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C:JET Volume 49, 2015-2016

Summer 2016, Vol. 49, #4

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Photo by Veronica Bilek Munster (Indiana) High School

Click here to purchase the Summer 2016, Vol. 49, #4 issue of the JEA magazine.

  • The news anchor — The role of the television news anchor goes well beyond simply being the face, the on-air personality, of the station. The best anchors are also strong reporters who stay on top of the news (JEA Curriculum link here).
    • Anchors bring credibility by Bradley Wilson, MJE.
    • A Q-and-A with top broadcast instructors: Dave Davis, Don Goble, Michael Hernandez and Michelle Turner
    • Essential skills, tips
    • Broadcast terminology with hands-on exercise
    • TV salaries show slight gains
  • Data visualization — Public and private data, when properly visualized and accompanied by solid reporting, can help tell stories, by Will Drabold (JEA Curriculum link here and here).
  • Top tweets — Twitter remains the top media for breaking news. A good tweet, however, contains more than text (JEA Curriculum link here).
  • Write the ordinary — as part of a popular workshop session, students learn how to turn their daily lives into poetry, by Susan Turner Jones. JEA Curriculum link here).
  • Competency-based Education — While CBE may be a movement du jour, there are elements within it that could help develop stronger journalists, by Rocky Dailey. Roundup | Brophy College Preparatory (Phoenix) | Pushing a print presence online expands the reader base.
  • The Chant | North Cobb High School (Kennesaw, Ga.) | Students at this school bring audio, social media, words and pictures together on a lively website.
  • The Booster Redux | Pittsburg (Kan.) High School | Students produce a broadsheet newspaper with modern coverage and visual appeal (JEA Curriculum link here).

Spring 2016, Vol. 49, #3

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Photo by Morgan Perez-Garcia Bryan High School, Omaha, Nebraska

Click here to purchase the Spring 2016, Vol. 49, #3 issue of the JEA magazine.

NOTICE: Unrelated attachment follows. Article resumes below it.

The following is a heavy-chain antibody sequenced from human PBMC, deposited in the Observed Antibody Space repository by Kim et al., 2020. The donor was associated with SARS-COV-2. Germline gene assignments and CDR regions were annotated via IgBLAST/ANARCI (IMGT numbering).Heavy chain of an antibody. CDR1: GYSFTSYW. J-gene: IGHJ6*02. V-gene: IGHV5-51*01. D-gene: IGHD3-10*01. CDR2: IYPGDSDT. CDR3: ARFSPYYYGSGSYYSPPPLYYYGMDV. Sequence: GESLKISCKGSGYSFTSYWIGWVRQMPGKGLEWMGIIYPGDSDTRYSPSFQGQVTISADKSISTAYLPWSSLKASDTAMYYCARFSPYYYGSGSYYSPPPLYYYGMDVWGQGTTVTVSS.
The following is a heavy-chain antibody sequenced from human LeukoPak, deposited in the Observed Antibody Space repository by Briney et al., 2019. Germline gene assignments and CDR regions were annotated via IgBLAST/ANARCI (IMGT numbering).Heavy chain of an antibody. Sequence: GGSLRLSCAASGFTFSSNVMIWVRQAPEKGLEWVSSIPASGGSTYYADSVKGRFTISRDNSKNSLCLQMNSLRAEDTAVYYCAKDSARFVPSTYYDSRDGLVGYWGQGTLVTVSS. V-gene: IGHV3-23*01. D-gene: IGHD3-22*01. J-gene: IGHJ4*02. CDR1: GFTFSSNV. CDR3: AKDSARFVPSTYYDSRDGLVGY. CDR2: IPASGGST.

• History matters — Reporters walk in and out of school every day and repeatedly recite, “There’s nothing to write about.” Those same reporters can look to the past for an almost infinite supply of story ideas. While they may ask why they should care about the past, the past explains the present and generally portends the future (JEA Curriculum link here).
    • Appreciate the present by Bobby Hawthorne
    • Advice for young writers by Bobby Hawthorne
  • Active classroom — Journalism relies on the daily process of questioning. The classroom itself should be equally exciting. | by Heather Nagel, CJE (JEA Curriculum link here).
  • Do it all — Reporters are not simply wordsmiths any longer. They have to take pictures and learn how to use video. They have to do it all. | by Chase Wofford
  • Work flow — A consistent step-by-step guide for photojournalists makes their images easier to find and to use. | by Bradley Wilson, MJE (JEA Curriculum link here).
  • Word of the year | The Oxford Dictionaries Word of the Year is a pictograph: the “Face with Tears of Joy” emoji.
  • The Talon | Rochester High School (Rochester Hills, Mich.) | Advice to any publication considering starting a website — do it (JEA Curriculum link here).
  • Creating a logo | A Q-and-A insight with James Faunce, who designed the logo for Scholastic Journalism Week. | by Evelyn Lauer, CJE
  • AP Stylebook updates | The Associated Press Stylebook updates reflect changes in society (JEA Curriculum link here).